Alexander again underscored his commitment to working in a bipartisan process, acknowledging that he’ll need to garner 60 votes in the Senate and the president’s signature for any bill to become a law.
He also hinted at what we might expect in forthcoming hearings: “Washington’s involvement, in effect mandating [the] common core and teacher evaluation, is creating a backlash, making it harder for states to set higher standards and evaluate teaching.”
The next hearing, slated for Jan. 27, will take up the issue of teachers and leaders.
As for whether Alexander was leaning a particular way on the testing debate, he said he is still thinking and noted that he and Murray had written to states asking them how many tests they administered, and whether they were mandated by the federal government or their state and local governments.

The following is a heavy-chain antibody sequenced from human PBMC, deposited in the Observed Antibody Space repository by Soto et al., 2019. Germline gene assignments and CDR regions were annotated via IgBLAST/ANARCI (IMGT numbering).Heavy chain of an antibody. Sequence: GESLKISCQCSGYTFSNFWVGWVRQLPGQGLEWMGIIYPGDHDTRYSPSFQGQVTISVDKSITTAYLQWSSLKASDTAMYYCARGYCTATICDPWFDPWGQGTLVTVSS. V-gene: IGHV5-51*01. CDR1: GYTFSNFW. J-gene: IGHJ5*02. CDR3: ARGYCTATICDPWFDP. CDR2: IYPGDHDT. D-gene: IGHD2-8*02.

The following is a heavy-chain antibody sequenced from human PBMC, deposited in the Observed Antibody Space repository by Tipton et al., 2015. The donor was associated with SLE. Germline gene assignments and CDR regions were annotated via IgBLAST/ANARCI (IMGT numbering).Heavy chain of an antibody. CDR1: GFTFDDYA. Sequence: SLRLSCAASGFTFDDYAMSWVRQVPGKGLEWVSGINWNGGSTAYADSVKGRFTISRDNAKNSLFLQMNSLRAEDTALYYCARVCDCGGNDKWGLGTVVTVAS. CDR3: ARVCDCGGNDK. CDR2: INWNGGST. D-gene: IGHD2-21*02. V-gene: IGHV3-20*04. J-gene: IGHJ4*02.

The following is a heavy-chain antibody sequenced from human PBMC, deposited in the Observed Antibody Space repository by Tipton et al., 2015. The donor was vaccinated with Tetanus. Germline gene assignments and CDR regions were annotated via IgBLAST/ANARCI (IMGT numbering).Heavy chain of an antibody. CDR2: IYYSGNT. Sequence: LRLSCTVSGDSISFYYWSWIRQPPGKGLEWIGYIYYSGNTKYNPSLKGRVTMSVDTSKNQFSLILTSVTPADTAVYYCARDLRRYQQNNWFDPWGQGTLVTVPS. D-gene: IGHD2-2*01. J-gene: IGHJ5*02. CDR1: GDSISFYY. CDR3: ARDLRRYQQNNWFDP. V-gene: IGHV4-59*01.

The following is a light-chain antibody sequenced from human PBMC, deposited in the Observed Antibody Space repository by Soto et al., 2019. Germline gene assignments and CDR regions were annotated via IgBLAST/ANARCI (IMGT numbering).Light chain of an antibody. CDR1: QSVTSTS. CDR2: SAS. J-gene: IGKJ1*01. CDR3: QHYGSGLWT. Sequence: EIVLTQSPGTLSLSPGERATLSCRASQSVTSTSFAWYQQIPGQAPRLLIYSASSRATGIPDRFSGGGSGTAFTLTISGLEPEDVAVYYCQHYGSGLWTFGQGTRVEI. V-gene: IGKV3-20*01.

In highlighting just how unsure Alexander is on the testing issue, he said in closing remarks that one area he’d like to look into is whether the government should provide more funding for the development of better assessments—though he quickly added that the government’s “sticky fingers” is always a concern.
“I know it comes as a shock,” Alexander said in the post-hearing interview, “but I think it’s OK to have an open mind on some questions, and mine is still open.”
UPDATE: Meanwhile, in speaking to the U.S. Conference of Mayors on the same day as the hearing, U.S. Secretary of Education Arne Duncan put the odds of a NCLB reauthorization at 50 percent. Duncan has been adamant that the new law should retain the annual testing requirement.